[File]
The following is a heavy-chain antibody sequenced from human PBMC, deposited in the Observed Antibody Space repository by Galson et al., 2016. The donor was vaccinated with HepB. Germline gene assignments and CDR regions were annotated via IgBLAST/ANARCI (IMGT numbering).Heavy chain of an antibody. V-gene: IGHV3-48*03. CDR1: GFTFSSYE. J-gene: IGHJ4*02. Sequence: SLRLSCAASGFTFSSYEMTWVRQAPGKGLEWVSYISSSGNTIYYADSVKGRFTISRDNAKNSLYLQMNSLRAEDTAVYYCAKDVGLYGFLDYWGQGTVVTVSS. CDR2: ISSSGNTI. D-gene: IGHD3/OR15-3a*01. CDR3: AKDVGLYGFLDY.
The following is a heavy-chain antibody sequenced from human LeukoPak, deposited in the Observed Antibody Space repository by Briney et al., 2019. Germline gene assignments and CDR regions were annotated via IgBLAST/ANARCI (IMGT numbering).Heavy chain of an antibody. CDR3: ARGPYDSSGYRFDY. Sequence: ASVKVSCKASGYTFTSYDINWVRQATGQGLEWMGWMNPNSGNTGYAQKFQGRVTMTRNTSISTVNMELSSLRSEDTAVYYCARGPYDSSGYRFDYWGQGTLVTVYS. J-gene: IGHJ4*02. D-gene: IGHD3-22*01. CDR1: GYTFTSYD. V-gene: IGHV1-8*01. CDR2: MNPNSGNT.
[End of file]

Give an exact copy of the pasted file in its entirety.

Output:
The following is a heavy-chain antibody sequenced from human PBMC, deposited in the Observed Antibody Space repository by Galson et al., 2016. The donor was vaccinated with HepB. Germline gene assignments and CDR regions were annotated via IgBLAST/ANARCI (IMGT numbering).Heavy chain of an antibody. V-gene: IGHV3-48*03. CDR1: GFTFSSYE. J-gene: IGHJ4*02. Sequence: SLRLSCAASGFTFSSYEMTWVRQAPGKGLEWVSYISSSGNTIYYADSVKGRFTISRDNAKNSLYLQMNSLRAEDTAVYYCAKDVGLYGFLDYWGQGTVVTVSS. CDR2: ISSSGNTI. D-gene: IGHD3/OR15-3a*01. CDR3: AKDVGLYGFLDY.
The following is a heavy-chain antibody sequenced from human LeukoPak, deposited in the Observed Antibody Space repository by Briney et al., 2019. Germline gene assignments and CDR regions were annotated via IgBLAST/ANARCI (IMGT numbering).Heavy chain of an antibody. CDR3: ARGPYDSSGYRFDY. Sequence: ASVKVSCKASGYTFTSYDINWVRQATGQGLEWMGWMNPNSGNTGYAQKFQGRVTMTRNTSISTVNMELSSLRSEDTAVYYCARGPYDSSGYRFDYWGQGTLVTVYS. J-gene: IGHJ4*02. D-gene: IGHD3-22*01. CDR1: GYTFTSYD. V-gene: IGHV1-8*01. CDR2: MNPNSGNT.